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is honored on Panel 16W, Line 66 of the Vietnam Veterans Memorial.

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  • Ground Casualty

    Posted on 7/18/18 - by
    SP5 Randolph V. Rhea was Special Forces-qualified Infantry Operations and Intelligence Specialist assigned to Command and Control Central (CCC), Military Assistance Command, Vietnam–Studies and Observations Group (MACV-SOG), 5th Special Forces Group. On November 12, 1969, an enemy mortar attack occurred on the Special Forces camp at Dak Pek in Kotum Province, RVN. Some of the 82mm rounds impacted along the short runway, scattering the Allied aircraft parked there. American AH-1G Cobra helicopters spotted the mortars on a facing hillside and attacked the position, ending the bombardment. It had not lasted more than two minutes. Personnel who had been on the runway got up, dusted off, and looked around. On the tarmac one man still lay there. It was SP5 Rhea. Two men rushed to him, turned him over, saw no wound, but he was dead. A medic examined more closely and found a pinpoint in his chest where a splinter of a mortar fragment had entered and penetrated his heart. Rhea got hit because, instead of running for cover, he had run in the open to help a pilot. For his efforts, Rhea was posthumously awarded the Silver Star for bravery. [Taken from and the book “Secret Commandos: Behind Enemy Lines with the Elite Warriors of SOG” by John L. Plaster]
  • Thank You

    Posted on 11/12/16 - by A Grateful Vietnam Veteran
    Thank you Spec 5 Rhea for your leadership and exemplary courage under fire.
  • Final Mission of SP5 Randolph V. Rhea

    Posted on 10/20/15 - by
    SP5 Randolph V. Rhea was born in Van Nuys, CA, and moved with his family to nearby Fullerton in the early 1950’s. He attended Raymond Elementary, Wilshire Jr. High, and Fullerton High School, where he ran cross-country and graduated in 1967. He was in Boy Scout Troop 97 and enjoyed the outdoors. “He liked camping, and would try the most extreme things,” his brother Darrel said. “He was a gung-ho kind of guy.” After one semester attending Fullerton Junior College, he enlisted in the army and excelled at basic training enough that he was chosen for a Special Forces unit. “Only one out of a thousand are chosen,” Darrel proudly said of his big brother’s accomplishment. “He went into the Green Beret training, which I didn’t really like, but he loved it. He thought it was the greatest thing in the world,” Milt Rhea remembered about his son. He said that Randy enjoyed the camaraderie with the other soldiers and his confidence in his own abilities grew. “I told him don’t be a hero, if you find yourself in trouble dig a hole,” was Milt’s advice to his son, “Sure enough, that’s the way he died.” His team’s job was to follow the movements of the Viet Cong. It was rough duty and twice he was the only surviving member of his Green Beret team. I always thought of Randy as a survivor,” Darrel said. “He was always going to be able to out-smart the circumstance.” To finish out his tour of duty, he was stationed at a remote helicopter base. A helicopter was hit by mortar fire and crash-landed. Randy went out to save a friend from the wreckage, and on a return trip to the wreckage, he was hit by a bomb and killed. “I know the story is true because after their tours two soldiers who were there when it happened came and told me the details of that day.” Milt said. For his efforts, SP5 Randolph V. Rhea was posthumously awarded the Silver Star for bravery. [Taken from]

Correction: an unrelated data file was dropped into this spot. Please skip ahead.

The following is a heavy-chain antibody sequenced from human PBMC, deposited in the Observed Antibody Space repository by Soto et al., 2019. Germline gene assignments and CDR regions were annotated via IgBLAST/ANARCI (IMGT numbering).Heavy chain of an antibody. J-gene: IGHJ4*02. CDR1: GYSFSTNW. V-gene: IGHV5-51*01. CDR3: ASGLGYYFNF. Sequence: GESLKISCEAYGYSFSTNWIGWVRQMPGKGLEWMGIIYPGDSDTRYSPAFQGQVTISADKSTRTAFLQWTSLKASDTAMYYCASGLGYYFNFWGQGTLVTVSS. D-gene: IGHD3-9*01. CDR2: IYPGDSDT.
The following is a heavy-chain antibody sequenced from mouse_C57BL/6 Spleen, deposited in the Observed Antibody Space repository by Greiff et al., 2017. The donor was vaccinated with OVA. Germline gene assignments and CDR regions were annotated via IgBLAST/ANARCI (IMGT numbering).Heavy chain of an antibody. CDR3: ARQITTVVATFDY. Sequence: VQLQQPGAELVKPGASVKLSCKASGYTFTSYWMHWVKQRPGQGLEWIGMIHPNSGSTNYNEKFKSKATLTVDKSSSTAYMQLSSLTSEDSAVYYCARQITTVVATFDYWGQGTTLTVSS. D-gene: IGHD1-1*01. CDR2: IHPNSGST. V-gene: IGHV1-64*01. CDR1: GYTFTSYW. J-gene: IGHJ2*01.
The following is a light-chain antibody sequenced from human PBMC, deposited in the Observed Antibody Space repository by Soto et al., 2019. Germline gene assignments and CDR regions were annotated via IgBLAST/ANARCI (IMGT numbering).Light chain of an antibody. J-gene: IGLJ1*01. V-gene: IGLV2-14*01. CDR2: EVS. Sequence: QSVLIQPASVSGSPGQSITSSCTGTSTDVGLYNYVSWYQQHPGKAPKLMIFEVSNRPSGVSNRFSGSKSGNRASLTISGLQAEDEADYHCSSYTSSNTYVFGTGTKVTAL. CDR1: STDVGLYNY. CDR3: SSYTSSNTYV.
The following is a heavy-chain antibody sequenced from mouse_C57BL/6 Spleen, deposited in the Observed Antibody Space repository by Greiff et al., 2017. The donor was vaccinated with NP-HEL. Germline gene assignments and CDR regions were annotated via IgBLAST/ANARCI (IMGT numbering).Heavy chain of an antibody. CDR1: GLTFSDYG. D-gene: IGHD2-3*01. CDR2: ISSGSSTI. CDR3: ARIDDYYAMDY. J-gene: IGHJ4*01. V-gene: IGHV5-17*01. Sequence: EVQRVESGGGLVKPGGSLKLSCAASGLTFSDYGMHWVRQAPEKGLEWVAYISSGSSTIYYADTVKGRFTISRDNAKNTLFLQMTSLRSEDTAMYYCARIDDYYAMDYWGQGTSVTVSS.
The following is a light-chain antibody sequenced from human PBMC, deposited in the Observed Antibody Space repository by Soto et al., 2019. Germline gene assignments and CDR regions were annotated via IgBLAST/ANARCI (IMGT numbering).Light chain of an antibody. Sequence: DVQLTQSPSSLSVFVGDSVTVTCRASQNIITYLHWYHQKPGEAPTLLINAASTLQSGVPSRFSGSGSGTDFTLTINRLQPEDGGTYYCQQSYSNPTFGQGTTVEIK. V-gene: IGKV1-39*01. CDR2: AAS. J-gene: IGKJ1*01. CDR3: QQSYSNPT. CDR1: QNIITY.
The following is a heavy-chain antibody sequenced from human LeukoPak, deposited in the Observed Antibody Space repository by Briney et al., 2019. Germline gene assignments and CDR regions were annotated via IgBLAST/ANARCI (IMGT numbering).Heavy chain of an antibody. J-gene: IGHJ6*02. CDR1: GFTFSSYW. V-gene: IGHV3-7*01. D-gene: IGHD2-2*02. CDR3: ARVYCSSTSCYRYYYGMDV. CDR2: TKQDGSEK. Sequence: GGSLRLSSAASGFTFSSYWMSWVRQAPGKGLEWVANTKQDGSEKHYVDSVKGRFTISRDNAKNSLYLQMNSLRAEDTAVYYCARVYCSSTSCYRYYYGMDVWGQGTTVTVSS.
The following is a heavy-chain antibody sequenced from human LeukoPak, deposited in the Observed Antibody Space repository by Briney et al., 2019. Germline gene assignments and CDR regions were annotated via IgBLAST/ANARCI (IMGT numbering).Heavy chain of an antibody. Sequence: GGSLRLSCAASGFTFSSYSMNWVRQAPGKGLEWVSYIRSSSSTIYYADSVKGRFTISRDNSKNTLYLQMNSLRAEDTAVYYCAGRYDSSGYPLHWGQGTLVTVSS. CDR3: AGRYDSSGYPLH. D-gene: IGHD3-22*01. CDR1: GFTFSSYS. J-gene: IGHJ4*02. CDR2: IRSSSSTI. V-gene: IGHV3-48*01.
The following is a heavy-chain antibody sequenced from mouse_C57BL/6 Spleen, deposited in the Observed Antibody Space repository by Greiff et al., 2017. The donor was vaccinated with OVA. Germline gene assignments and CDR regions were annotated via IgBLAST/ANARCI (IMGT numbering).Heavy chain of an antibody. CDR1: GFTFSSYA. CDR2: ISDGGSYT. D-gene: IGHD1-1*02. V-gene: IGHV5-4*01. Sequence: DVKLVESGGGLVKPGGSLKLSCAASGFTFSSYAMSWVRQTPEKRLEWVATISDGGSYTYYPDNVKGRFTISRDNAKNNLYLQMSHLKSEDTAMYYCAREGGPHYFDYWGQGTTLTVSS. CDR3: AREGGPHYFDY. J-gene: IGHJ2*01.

• Remembering An American Hero

    Posted on 10/31/13 - by Curt Carter
    Dear SP5 Randolph Vincent Rhea, sir

    As an American, I would like to thank you for your service and for your sacrifice made on behalf of our wonderful country. The youth of today could gain much by learning of heroes such as yourself, men and women whose courage and heart can never be questioned.

    May God allow you to read this, and may He allow me to someday shake your hand when I get to Heaven to personally thank you. May he also allow my father to find you and shake your hand now to say thank you; for America, and for those who love you.

    With respect, and the best salute a civilian can muster for you, Sir

    Curt Carter
  • To Put A Face With A Name

    Posted on 4/25/12 - by Carol (Cipriani) Haberchak haberchak1311@comcast.nt
    Dear Randolph, to honor your memory and the sacrifice you made for your country I want to make sure your photo will be displayed on your birthday each and every year when the Education Center is completed, so it is with great pride and humility that I post this remembrance and picture of you. You are not forgotten and remain in the hearts of many all these years later. You have been designated to be one of God's special angels, along with the love of my life, who also sacrificed his life during this war 45 years ago. God Bless You, Randolph, for being who you were and for all you did--we live in freedom to this day thanks to heroes like you.
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The Wall of Faces

Brought to you by the organization that built The Wall, the Vietnam Veterans Virtual Memorial Wall is dedicated to honoring, remembering and sharing the legacies of all those who died in the Vietnam War. Here you can go beyond the names on The Wall to see the faces, share the stories and read the remembrances posted by friends, neighbors, classmates and family members.

All of these photos will be showcased in The Education Center at The Wall on the National Mall in Washington, D.C. To learn more about the effort to collect these photos and ensure their faces will never be forgotten, visit